The Manchester Museum Herbarium has a collection of around three-quarters of a million specimens, from all over the world. Recently, hundreds of specimens from the Museum’s liverwort collection from the Amazon, Brazil have been returned from a research loan to Gottingen University. I have been updating the Museum database with name changes and adding these high quality images that the researchers took. It is also the first time that any of the Museum’s botanical specimens have been barcoded. We have plans to barcode and photograph some of the algae collection soon.
These liverwort specimens were mostly collected by Richard Spruce, a Yorkshire botanist who was one of the first to collect plant specimens from the Amazon and Andes. A lot of his specimens are type specimens (the particular specimen or group of specimens to which a scientific name is formally attached). Type specimens are often requested on loan by other institutions so the features of the type specimen can be compared with the researcher’s own plant material. The Museum has a large number of liverwort types, and because of this the liverworts frequently get sent out on loan.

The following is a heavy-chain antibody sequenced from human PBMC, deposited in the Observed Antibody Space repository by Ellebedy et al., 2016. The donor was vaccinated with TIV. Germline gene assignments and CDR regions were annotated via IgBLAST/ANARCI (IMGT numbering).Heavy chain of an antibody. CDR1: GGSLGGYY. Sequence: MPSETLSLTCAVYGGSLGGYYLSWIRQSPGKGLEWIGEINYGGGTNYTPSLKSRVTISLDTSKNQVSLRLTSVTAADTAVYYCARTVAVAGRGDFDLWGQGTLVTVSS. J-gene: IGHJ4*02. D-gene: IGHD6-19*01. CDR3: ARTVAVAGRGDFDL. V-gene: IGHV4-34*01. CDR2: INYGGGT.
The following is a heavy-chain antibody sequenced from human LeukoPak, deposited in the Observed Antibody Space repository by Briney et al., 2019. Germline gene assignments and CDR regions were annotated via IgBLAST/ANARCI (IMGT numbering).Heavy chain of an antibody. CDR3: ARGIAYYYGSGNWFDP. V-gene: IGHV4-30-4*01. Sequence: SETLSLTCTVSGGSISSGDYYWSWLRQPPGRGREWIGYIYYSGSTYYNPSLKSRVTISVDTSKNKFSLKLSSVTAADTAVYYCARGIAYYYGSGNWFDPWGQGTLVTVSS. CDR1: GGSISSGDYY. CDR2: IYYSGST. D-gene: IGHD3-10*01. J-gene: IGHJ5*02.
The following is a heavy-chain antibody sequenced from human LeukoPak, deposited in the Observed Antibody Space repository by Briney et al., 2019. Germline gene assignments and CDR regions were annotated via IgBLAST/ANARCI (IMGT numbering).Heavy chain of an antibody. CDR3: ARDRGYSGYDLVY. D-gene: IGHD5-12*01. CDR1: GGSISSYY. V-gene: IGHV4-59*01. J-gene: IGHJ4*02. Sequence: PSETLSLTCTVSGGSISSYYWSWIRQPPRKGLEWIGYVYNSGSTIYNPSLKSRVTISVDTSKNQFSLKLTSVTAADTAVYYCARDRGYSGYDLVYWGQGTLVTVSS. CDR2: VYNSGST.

Liverworts are a small moss-like plant. Below: a type specimen
Here are some more ‘behind the scenes’ videos from the botany stores.
In this first clip, Leander shows you round the area where the liverworts and fungi are stored. Please excuse the boxes cluttering up this space – they are being temporarily stored here while some maintenance work is being carried out in the top tower room. The clip ends with a trip upstairs to the mezzanine and the collection of mosses.
This clip shows where the majority of the European flowering plants are stored together with our collection of exsiccatae (books of dried and pressed plant specimens).